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Nutrition Nuggets
 
 
Your dog's nutrition is important for a healthy & happy life. petMD experts help you to know what to feed your dog, how much food to feed, and the differences in dog foods, so your dog gets optimum nutrition.
Nutrition Nuggets is the newest offshoot of petMD's Dog Nutrition Center. Each week Dr. Coates will use her expertise and wisdom to blog about the intricacies of dog nutrition.

Food Allergies Are Overdiagnosed in Dogs

December 20, 2013 / (2) comments

The term “food allergy” is overused. Owners and even some veterinarians will call any adverse reaction to a food an allergy. In some cases, the difference is primarily semantic since the most effective form of treatment is going to be avoiding the offending substance regardless of the underlying physiological reaction. But for the sake of accuracy I thought I’d talk a little about what makes a food allergy a food allergy.

 

Oftentimes, the more correct term to use is “adverse food reaction.” The American Academy of Allergy, Asthma, and Immunology puts it this way:

 

“Adverse food reaction” is a broad term indicating a link between an ingestion of a food and an abnormal response.

 

Reproducible adverse reactions may be caused by: a toxin, a pharmacological effect, an immunological response, or a metabolic disorder.

 

Food allergy is a term that is used to describe adverse immune responses to foods that are mediated by IgE antibodies that bind to the triggering food protein(s); the term is also used to indicate any adverse immune response toward foods (e.g., including cell mediated reactions).

 

I explain it to clients this way: When a dog is truly allergic to an ingredient in his food (almost always a protein), his body is misidentifying that protein as being part of an invading microorganism and launching an immune response against it. While the inflammation that results is beneficial in controlling infectious diseases or parasitism, it has only deleterious effects in the case of a food allergy.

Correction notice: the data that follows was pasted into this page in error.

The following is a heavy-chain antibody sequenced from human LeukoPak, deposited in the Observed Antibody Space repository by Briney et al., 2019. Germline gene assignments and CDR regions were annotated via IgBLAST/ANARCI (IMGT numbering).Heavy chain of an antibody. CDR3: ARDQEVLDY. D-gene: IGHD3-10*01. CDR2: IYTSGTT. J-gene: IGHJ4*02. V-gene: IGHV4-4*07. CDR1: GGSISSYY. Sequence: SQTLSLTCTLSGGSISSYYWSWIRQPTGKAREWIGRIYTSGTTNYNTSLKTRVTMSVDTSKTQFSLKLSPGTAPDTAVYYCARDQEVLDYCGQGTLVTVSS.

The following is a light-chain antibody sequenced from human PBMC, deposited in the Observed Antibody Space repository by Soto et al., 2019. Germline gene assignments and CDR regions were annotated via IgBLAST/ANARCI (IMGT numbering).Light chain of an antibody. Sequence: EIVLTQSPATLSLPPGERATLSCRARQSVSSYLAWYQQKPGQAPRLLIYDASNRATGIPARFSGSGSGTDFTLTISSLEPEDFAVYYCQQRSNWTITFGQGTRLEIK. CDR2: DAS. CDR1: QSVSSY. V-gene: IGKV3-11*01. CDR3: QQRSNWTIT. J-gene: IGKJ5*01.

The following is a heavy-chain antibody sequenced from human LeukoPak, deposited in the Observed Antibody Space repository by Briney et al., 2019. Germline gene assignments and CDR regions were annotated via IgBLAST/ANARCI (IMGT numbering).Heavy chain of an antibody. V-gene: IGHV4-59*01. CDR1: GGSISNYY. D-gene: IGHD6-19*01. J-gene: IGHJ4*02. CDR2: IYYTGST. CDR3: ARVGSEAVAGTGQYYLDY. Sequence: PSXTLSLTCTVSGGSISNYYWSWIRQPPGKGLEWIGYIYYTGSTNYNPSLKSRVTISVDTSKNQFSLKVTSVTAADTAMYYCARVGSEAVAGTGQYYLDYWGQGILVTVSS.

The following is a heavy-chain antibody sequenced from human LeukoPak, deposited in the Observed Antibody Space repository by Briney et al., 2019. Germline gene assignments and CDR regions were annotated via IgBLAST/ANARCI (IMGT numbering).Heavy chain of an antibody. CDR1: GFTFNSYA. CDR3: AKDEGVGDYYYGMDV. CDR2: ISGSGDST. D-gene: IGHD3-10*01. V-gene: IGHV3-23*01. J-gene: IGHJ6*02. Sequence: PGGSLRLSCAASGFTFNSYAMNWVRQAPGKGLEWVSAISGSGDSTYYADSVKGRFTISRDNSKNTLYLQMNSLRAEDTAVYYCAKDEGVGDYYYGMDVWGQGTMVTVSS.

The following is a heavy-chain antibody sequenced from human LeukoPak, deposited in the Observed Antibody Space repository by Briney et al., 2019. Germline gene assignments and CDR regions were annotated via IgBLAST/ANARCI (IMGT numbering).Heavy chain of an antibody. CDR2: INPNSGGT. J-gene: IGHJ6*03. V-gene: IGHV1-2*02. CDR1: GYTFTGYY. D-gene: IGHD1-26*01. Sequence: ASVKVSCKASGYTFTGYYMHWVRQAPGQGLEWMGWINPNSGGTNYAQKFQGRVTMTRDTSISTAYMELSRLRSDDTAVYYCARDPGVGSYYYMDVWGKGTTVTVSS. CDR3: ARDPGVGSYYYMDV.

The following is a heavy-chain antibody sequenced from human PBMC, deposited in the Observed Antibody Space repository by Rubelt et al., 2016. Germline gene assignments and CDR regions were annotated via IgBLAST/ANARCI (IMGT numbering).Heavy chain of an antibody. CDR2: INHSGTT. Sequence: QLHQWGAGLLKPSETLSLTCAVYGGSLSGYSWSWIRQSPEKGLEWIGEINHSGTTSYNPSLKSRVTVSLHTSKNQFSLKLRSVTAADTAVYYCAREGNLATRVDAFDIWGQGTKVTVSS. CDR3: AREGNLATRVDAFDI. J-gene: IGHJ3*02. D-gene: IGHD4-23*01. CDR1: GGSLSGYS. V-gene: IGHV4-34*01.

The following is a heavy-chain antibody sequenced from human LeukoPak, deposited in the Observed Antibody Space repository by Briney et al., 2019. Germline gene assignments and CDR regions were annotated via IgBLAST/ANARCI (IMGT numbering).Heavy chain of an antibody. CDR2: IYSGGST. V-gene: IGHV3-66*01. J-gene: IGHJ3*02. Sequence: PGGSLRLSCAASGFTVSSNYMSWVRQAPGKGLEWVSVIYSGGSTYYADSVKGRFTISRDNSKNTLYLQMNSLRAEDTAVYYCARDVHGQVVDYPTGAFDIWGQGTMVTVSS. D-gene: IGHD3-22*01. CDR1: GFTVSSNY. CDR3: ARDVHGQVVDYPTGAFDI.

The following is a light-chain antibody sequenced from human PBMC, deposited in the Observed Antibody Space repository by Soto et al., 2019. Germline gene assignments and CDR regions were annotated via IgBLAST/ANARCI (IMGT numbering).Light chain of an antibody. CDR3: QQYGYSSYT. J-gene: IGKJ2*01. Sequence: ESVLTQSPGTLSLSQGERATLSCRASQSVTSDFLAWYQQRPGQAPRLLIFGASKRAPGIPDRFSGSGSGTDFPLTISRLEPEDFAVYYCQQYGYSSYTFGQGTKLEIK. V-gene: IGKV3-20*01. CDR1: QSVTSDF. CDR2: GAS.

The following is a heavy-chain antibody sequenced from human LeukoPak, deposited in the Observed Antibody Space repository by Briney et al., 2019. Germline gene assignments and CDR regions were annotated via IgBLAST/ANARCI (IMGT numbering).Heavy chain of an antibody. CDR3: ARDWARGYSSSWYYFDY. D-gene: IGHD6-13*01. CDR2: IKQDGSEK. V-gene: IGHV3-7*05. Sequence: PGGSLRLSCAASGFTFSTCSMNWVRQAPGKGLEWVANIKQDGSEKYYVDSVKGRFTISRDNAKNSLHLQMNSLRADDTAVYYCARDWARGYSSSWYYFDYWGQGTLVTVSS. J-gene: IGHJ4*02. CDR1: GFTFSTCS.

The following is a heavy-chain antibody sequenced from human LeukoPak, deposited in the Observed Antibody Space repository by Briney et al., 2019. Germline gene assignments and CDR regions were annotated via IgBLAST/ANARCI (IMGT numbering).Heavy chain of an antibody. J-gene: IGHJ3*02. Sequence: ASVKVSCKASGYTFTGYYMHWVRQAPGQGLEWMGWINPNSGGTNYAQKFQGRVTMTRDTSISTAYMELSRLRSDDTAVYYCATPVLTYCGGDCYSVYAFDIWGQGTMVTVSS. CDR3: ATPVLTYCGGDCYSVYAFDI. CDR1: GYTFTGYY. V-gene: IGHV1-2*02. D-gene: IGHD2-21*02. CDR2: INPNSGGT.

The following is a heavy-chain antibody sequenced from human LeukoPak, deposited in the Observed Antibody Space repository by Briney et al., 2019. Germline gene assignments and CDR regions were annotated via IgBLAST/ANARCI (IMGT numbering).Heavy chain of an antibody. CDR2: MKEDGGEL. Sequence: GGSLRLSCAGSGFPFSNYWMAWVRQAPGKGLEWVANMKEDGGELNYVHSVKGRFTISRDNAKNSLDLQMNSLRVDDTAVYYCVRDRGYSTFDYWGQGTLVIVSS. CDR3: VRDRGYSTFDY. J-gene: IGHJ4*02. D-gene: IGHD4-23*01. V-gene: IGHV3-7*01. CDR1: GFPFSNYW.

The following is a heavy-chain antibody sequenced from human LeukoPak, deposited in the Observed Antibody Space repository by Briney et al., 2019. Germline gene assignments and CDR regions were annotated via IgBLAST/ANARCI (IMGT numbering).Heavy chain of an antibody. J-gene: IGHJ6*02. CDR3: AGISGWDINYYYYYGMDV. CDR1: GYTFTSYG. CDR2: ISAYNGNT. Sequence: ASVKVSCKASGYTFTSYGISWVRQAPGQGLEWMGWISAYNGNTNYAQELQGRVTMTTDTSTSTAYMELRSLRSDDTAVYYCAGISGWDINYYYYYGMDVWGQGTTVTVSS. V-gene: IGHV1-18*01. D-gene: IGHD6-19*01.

In a review of 278 cases of canine food allergy, the following ingredients were most often to blame (some dogs were allergic to more than one substance, which is why the numbers below add up to more than 278):

 

Beef - 95 cases

Dairy - 55 cases

Wheat - 42 cases

Chicken - 24 cases

Egg - 18 cases

Lamb - 13 cases

Soy - 13 cases

Corn - 7 cases

Pork - 7 cases

Fish - 6 cases

Rice - 5 cases

 

Most food allergic dogs have one or more of the following symptoms:

 

  • itching, which may be localized to the face or hind end or affect most of the body
  • recurrent ear infections
  • evidence of gastrointestinal upset such as diarrhea, vomiting, or excessive gassiness

 

Obviously, none of these clinical signs are specific to food allergies or even adverse food reactions, so a thorough diagnostic work up, including a food trial with an elimination diet (one made from novel protein and carbohydrate sources) or a hydrolyzed diet is in order. If the symptoms resolve on the new diet and return when the old is reintroduced, you know the old food was to blame in some way, but you still can’t be completely sure that an allergic reaction was to blame.

 

I suspect the misdiagnosis of other types of adverse food reactions as allergies explains why food allergies are often said to have a variable response to steroids, a standard treatment for all sorts of allergic reactions. My guess is that most of the dogs who respond to steroids do have food allergies, and the ones that don’t are suffering from a non-allergic adverse food reaction.

 

Dr. Jennifer Coates

 

Image: aerogondo2 / Shutterstock

 

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Comments  2

Leave Comment
  • Makes Sense
    12/20/2013 08:46pm

    That makes tremendous sense. After all, a food allergy most likely won't cause vomiting or diarrhea.

  • 01/02/2014 12:18am

    It means that if a dog is vomiting or going through diarrhea it not always cause due to food as I always used to though that it happens due to food reaction.
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ABOUT NUTRITION NUGGETS

JENNIFER COATES, DVM

Photo of Jennifer

... graduated with honors from the Virginia-Maryland Regional College of Veterinary Medicine in 1999. In the years since, she has practiced veterinary medicine in Virginia, Wyoming, and Colorado. She is the author of several books about veterinary medicine and animal care, including the Dictionary of Veterinary Terms, Vet-Speak Deciphered for the Non-Veterinarian .

Jennifer also writes short stories that focus on the strength and importance of the human-animal bond and freelance articles relating to a variety of animal care and veterinary topics. Dr. Coates lives in Fort Collins, Colorado with her husband, daughter, and pets.

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